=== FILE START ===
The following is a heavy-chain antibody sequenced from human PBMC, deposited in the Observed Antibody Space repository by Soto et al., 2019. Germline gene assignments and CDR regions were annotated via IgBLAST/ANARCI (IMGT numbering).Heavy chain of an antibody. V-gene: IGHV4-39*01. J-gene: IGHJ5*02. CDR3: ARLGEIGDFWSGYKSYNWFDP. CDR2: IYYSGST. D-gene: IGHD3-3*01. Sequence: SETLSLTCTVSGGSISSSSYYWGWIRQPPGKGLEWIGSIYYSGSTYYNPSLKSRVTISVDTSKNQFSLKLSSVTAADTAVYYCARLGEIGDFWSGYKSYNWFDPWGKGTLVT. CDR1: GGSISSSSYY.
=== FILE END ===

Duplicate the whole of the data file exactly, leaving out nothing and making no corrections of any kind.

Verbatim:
The following is a heavy-chain antibody sequenced from human PBMC, deposited in the Observed Antibody Space repository by Soto et al., 2019. Germline gene assignments and CDR regions were annotated via IgBLAST/ANARCI (IMGT numbering).Heavy chain of an antibody. V-gene: IGHV4-39*01. J-gene: IGHJ5*02. CDR3: ARLGEIGDFWSGYKSYNWFDP. CDR2: IYYSGST. D-gene: IGHD3-3*01. Sequence: SETLSLTCTVSGGSISSSSYYWGWIRQPPGKGLEWIGSIYYSGSTYYNPSLKSRVTISVDTSKNQFSLKLSSVTAADTAVYYCARLGEIGDFWSGYKSYNWFDPWGKGTLVT. CDR1: GGSISSSSYY.